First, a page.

When an Anwar Sadat is assassinated, or a Moshe Dayan dies, the world remembers their good deeds, forgets any mistakes, and pays them a respectful and deserved tribute. But for many public servants of lesser rank, death warrants only modest obituaries, and that's that: Except by their families, they're quickly forgotten.

In recent months, two men of vastly different backgrounds who played important roles in Washington--a score of years or more apart--died. And although both were distinguished men, their passing received only routine notice. One was Michael V. DiSalle, 73, one-time governor of Ohio but better known as Harry Truman's gutsy, roly-poly price controller who for a while dominated the domestic headlines during the Korean war. DiSalle died Sept. 15 on a visit to relatives in Pescara, Italy.

The other was Fernand Spaak, 57, a Belgian diplomat who for a four-year period beginning in 1976 represented the European Community in Washington. Spaak suffered a tragic death last July at his home in Brussels, shot by his wife Anne (who then committed suicide) just hours before he was due to fly to Ottawa as a member of the community delegation to the Ottawa summit.

Mike DiSalle (no one ever called him anything but Mike) was born in New York City, the son of immigrants. He put himself through law school at Georgetown University, practiced law in Toledo, worked his way up through Democratic ward politics in Ohio, and then won election as mayor of Toledo in 1947.

Ambassador Spaak, by contrast, was the very embodiment of the skilled and cultured European civil servant and diplomat. He was educated at Cambridge, a disciple of the famed Jean Monnet. He was the son of Paul Henri Spaak, the Belgian prime minister who helped set up the European Common Market and NATO. At the time of his death, Fernand Spaak was chef de cabinet to Community President Gaston Thorn.

But DiSalle and Spaak, in their different ways, had much in common. Above all, the American DiSalle and the European Spaak shared a faith in America and in America's future. DiSalle, the politician, was a liberal Democrat who was proud of his humble beginnings, his Italian heritage, and he was devoted to the idea that the Democrats are supposed to be the party of the working class. In recent years, he tried to instill in contemporary politicians his fear about the drift of Democrats away from New Deal principles.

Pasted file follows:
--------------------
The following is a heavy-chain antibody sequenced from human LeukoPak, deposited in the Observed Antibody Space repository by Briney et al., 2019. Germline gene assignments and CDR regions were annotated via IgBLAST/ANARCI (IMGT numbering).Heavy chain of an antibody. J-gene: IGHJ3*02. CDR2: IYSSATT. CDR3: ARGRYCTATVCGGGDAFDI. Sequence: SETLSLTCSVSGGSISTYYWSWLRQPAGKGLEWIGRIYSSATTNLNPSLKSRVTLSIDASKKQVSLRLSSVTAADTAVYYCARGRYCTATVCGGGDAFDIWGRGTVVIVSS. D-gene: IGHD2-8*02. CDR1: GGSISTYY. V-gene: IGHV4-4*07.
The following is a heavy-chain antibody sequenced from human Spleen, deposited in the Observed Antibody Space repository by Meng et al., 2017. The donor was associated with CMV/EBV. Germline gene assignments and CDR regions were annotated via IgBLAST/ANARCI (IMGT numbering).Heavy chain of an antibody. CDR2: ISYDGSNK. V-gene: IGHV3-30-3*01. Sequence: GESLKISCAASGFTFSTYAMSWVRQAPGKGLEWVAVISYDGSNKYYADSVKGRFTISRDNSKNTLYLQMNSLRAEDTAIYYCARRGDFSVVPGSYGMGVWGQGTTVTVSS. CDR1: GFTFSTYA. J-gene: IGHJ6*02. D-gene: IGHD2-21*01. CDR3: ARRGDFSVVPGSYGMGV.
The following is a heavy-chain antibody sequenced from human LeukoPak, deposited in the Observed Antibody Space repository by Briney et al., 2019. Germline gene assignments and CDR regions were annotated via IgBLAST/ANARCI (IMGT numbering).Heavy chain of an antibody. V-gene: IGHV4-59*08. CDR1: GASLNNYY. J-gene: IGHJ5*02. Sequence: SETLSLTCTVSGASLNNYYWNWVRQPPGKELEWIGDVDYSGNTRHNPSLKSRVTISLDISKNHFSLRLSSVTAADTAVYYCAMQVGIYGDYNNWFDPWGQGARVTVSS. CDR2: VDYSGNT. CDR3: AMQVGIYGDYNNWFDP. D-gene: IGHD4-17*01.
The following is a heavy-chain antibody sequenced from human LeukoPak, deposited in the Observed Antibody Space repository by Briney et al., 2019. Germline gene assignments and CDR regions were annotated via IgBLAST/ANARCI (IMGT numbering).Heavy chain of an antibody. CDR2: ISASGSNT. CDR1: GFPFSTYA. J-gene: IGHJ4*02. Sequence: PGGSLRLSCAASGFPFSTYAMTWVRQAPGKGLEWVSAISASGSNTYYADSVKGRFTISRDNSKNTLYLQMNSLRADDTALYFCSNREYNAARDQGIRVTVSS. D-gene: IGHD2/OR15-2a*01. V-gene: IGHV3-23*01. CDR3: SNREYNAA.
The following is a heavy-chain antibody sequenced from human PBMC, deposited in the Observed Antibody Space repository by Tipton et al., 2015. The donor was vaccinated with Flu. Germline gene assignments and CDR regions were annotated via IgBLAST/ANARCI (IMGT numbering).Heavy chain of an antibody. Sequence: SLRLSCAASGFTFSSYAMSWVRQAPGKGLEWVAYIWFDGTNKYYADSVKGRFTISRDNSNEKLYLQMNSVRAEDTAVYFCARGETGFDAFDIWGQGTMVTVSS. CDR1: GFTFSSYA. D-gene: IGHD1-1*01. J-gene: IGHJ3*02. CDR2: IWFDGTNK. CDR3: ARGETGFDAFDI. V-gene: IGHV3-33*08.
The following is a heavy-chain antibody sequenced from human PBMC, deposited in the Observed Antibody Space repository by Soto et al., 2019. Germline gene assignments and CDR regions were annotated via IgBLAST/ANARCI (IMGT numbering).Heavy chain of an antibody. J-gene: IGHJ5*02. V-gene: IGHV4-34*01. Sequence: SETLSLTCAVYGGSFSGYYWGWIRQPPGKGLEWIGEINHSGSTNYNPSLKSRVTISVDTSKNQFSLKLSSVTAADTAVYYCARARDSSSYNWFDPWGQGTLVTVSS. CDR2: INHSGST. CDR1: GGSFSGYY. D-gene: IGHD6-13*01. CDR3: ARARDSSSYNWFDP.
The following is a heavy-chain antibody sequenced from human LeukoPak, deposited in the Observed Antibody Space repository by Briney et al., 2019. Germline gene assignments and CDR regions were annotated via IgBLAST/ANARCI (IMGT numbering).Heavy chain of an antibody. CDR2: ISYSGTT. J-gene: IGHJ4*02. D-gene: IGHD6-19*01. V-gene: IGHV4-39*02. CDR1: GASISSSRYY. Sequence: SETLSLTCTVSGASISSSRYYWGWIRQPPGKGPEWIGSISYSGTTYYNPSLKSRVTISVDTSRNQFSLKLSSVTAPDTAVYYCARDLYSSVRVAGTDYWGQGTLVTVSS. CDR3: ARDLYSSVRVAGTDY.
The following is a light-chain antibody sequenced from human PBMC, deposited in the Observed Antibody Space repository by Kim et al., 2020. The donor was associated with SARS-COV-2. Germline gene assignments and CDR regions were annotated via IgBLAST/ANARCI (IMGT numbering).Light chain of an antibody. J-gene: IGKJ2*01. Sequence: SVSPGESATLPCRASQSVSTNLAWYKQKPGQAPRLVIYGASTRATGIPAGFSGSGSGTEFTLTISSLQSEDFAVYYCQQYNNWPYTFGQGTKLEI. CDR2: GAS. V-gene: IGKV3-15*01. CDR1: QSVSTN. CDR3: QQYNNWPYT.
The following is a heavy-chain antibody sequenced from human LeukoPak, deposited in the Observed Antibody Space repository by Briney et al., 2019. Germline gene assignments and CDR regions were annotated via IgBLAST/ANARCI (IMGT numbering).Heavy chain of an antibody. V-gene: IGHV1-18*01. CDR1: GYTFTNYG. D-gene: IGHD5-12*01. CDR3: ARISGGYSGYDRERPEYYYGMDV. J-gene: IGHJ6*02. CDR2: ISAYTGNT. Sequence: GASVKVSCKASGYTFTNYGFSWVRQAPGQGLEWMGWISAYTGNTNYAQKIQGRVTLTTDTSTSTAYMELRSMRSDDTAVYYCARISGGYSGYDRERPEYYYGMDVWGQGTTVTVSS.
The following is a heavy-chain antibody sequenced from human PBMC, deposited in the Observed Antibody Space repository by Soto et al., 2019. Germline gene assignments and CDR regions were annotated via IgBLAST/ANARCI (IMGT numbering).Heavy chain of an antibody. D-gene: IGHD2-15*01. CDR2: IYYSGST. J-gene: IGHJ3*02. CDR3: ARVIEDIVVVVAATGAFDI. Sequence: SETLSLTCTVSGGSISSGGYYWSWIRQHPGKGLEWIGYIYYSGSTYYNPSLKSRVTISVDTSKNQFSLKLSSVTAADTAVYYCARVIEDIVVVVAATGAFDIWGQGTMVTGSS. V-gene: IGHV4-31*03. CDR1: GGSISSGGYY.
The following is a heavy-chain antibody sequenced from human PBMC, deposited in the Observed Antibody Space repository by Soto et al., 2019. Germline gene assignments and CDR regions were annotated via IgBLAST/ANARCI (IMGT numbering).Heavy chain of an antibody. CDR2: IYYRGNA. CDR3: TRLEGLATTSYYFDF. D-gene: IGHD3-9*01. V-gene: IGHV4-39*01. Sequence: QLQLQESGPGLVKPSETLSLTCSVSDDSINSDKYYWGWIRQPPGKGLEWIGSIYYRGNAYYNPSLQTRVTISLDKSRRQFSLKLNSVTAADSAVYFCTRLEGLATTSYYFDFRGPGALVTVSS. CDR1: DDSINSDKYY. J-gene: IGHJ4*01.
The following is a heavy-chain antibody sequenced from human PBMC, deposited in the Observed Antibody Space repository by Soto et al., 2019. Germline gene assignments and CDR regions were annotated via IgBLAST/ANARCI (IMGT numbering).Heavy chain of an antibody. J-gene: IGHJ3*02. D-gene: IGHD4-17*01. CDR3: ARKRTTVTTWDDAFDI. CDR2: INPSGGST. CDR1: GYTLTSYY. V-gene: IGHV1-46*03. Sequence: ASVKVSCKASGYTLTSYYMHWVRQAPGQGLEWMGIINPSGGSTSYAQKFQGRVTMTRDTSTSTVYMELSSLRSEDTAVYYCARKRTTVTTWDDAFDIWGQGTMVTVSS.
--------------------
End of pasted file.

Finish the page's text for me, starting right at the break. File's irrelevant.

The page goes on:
I have never met a European who more admired America and Americans than the urbane Spaak--or who interpreted them better to Europe. It is perhaps not too much to say that Spaak had a love affair with America. As Andrew A. Mulligan, Common Market spokesman in Washington, reminded in a touching essay in Europe magazine on the deaths of the Spaaks, he visited 49 of the 50 states in an effort to understand not only Washington but the country's regional strengths and diversities.

Spaak liked nothing better, at the official community residence on Belmont Road in Washington, than to watch the television panel shows -- one after the other. Unlike some of his stuffier diplomatic colleagues, he was as good as DiSalle in getting along with newsmen and television commentators, sensing there could be a useful two-way channel of communication.

Spaak even had the nerve to make a public speech, in October 1979, warning the rich nations of Europe and elsewhere that they could not forever protect declining industries. He even suggested that they might have to abandon parts of their ailing auto industries to the Third World.

Needless to say, Spaak was wholly committed to the idea of European unity. When we last talked--barely a week before his death--he was enthusiastic about the prospects for a rejuvenation of Europe, despite the critical current state of its economy. "I have never been so optimistic about Europe's future," he told a colleague after setting up a series of 50 individual interviews with the most promising young civil servants in Europe.

DiSalle, who went back to Ohio to run for office after his price stabilization efforts in the Korean war, lost a couple of races before winning election as governor in 1958. Predictably, he was one of John F. Kennedy's early supporters and remained influential at a national level, until he lost his reelection bid in 1962. Since 1966 he had practiced law in Washington and helped promote the various Ted Kennedy boomlets. At a 70th birthday party in 1978, Mike said: "I am using this occasion to announce that I am not going to retire." He never did.

I doubt that Fernand Spaak and Mike DiSalle ever met each other, but they would have gotten along. I suppose the history books will give more space to Sadat and Dayan, and that's the way it should be. But those who knew DiSalle and Spaak as they worked at their jobs in this town should not forget them, either.